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One of the most difficult things to do as an actor is to perform by yourself.

From the outside, we tend to view actors as individuals and judge their work as such, but the reality is that so much of acting is reacting. Performers take what is being given to them by their fellow actors and respond accordingly. The quality of the work is amplified – often exponentially – by the quality of work that surrounds it.

This is why I will continue to praise Tom Hanks’s performance in “Cast Away” as one of the 20th century’s true triumphs of cinematic performance. He was brilliant despite being all by himself; people who haven’t done it have no idea how truly difficult that is.

Hanks’s latest film “Finch” doesn’t leave him quite so alone. Instead of wandering a deserted island with a volleyball for a companion, he’s got not one, but two fellow travelers through a post-apocalyptic wasteland – a dog and a robot. Still, even when your only speaking co-star is at best a dude in green spandex covered in ping-pong balls, you’ve got your work cut out for you.

Directed by Miguel Sapochnik, “Finch” – available exclusively on Apple TV+ – is the story of a man doing his best to survive the aftermath of an apocalyptic event, a man who takes his responsibilities – real and perceived – very seriously. And when circumstances force him to abandon the place that has been his safe haven, he takes to the road in order to ensure not his own survival, but that of those who rely upon him.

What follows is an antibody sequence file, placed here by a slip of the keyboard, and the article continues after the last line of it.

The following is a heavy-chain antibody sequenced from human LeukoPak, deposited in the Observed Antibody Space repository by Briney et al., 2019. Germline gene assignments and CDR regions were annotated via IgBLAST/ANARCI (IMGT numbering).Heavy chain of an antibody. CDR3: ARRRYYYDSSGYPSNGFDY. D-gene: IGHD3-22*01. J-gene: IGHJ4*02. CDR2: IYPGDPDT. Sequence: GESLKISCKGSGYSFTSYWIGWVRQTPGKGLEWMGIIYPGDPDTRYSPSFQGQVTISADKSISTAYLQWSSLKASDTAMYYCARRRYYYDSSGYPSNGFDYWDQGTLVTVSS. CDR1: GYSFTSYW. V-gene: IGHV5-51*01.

Published in Movies

BANGOR – This is a city built on secrets.

We’re not talking about the typical everyday mundane secrets, the little things that you’ll find in any city. No, we’re talking about the deep-down secrets. The weird secrets. Secrets like ancient crowns with mysterious social powers or a cohort of prominent figures who are probably robots.

Those secrets.

We here at The Maine Edge have never been ones for what you’d call “real journalism” – that’s never really been our beat. As a rule, we like to stay in our lane as far as that goes. But longtime readers know that every once in a while, we’re swept up into the whirlwind of a story that won’t let us go until we reach its (almost-certainly strange) ending.

This is one such story.

Published in Cover Story

WASHINGTON Getting stitched up by Dr. Robot may one day be reality: Scientists have created a robotic system that did just that in living animals without a real doctor pulling the strings.

Published in Tekk
Wednesday, 30 March 2016 13:35

Robo-QB science fact?

Peyton Manning experiment may change the face of football

Published in Sports

VIKEN, Sweden It was a chaotic, late-night scramble to buy baby food with a screaming toddler in the backseat that gave Robert Ilijason the idea to open Sweden's first unstaffed convenience store.

Home alone with his hungry son, Ilijason had dropped the last baby food jar on the floor, and had to drive 20 minutes from the small town of Viken in southern Sweden to find a supermarket that was open.

Published in Tekk
Wednesday, 23 January 2013 15:34

Robots find whales in weather humans can't

BOSTON - The Outer Fall area in the central Gulf of Maine is believed to be a mating ground for the endangered North Atlantic right whale, but it's not always hospitable to humans. On a recent trip, endless, steep swells jostled the research boat Endeavor, while gusts transformed the steady sleet into eye-stinging projectiles.

The miserable conditions, though, were exactly what whale-detecting robots being tested on the voyage were built to beat.

Published in Tekk

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